On the concentric portion of the press, explode upwards while squeezing your pecs to recruit as many muscle fibers as possible. This exercise is also great to help build overall chest strength.
#2 - Isometric Pec Deck
When done properly, the pec deck has a lot to offer in regards to chest training. Lifting with your muscle and not your ego is key here.
The pec dec is a great tool for building muscle, but when you perform isometric holds on every rep, that level of intensity you experience will be increased. This means more muscle.
Perform a rep using a controlled tempo through the concentric phase. So slowly squeeze your chest and bring the handles together. At the peak of the lift, hold this contraction for two or three seconds and keep your chest as tense as possible.
Performing the concentric phase for a two-count, holding for a three-count, and performing the eccentric phase for a two-count will increase the amount of time it will take to perform, but your chest will be thrashed. Perform 10 to 12 reps per set and be prepared for the pump.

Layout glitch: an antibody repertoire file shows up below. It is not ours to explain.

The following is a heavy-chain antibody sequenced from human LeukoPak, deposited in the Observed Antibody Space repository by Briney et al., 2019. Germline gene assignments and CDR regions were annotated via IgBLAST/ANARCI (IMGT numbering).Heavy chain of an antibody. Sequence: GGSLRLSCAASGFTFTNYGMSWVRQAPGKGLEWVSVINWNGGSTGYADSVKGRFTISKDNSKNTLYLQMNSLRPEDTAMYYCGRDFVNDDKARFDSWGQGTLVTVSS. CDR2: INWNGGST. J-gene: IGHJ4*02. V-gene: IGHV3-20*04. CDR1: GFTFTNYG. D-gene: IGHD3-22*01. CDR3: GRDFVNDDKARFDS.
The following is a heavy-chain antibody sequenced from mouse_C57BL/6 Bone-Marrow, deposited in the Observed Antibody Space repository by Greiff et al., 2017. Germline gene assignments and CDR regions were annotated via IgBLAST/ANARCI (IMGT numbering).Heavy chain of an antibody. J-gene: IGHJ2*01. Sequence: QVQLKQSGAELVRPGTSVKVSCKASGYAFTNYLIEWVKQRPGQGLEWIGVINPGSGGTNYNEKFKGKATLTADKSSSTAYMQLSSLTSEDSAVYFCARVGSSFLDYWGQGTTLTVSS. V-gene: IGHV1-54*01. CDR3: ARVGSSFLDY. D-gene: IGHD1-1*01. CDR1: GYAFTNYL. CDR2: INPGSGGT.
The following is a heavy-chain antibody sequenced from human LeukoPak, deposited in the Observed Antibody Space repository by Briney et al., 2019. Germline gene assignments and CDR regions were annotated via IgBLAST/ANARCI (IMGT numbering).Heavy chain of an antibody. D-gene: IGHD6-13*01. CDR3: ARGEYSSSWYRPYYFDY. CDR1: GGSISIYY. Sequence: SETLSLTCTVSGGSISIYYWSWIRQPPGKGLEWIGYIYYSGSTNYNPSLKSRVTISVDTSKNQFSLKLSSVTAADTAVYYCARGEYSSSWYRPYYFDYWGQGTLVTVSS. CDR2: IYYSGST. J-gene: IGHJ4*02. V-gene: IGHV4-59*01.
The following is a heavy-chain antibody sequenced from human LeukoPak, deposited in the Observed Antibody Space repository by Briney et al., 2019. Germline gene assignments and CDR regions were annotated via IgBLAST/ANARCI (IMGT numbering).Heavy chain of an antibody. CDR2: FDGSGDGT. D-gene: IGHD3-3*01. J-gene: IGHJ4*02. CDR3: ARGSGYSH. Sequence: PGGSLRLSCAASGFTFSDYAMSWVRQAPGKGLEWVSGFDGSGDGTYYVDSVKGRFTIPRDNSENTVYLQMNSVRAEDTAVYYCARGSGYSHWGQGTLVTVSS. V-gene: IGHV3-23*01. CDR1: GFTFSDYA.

#3 - Incline Cable Flys
Just like the pec deck, flys are great for building a muscular chest. When performed with cables, flys produce more tension that is highly targeted to your chest. Because of the added tension, this allows you to produce more hypertrophy.
Since you are using strictly chest muscles, your lifts won't look as spectacular. You won't be able to use as much weight as you think, and that's okay. The important part is you focus on getting the best contractions possible — that's what makes this exercise extremely effective.
This exercise will require some attention and level of precision. Since we are using a lighter weight, a rep range of 15 to 20 is ideal. You'll be able to put plenty of tension on your pecs and build your slow-twitch muscle fibers.
Want to add a little more intensity? Try performing these without handles on the cables.
#4 - Weighted Dips
Weighted dips are extremely effective at building a bigger, stronger chest and horseshoe triceps. The extra resistance to your dips will push you to the next level.
Many lifters struggle with their anterior deltoids and triceps taking over while performing dips — making them overlook it as a chest exercise.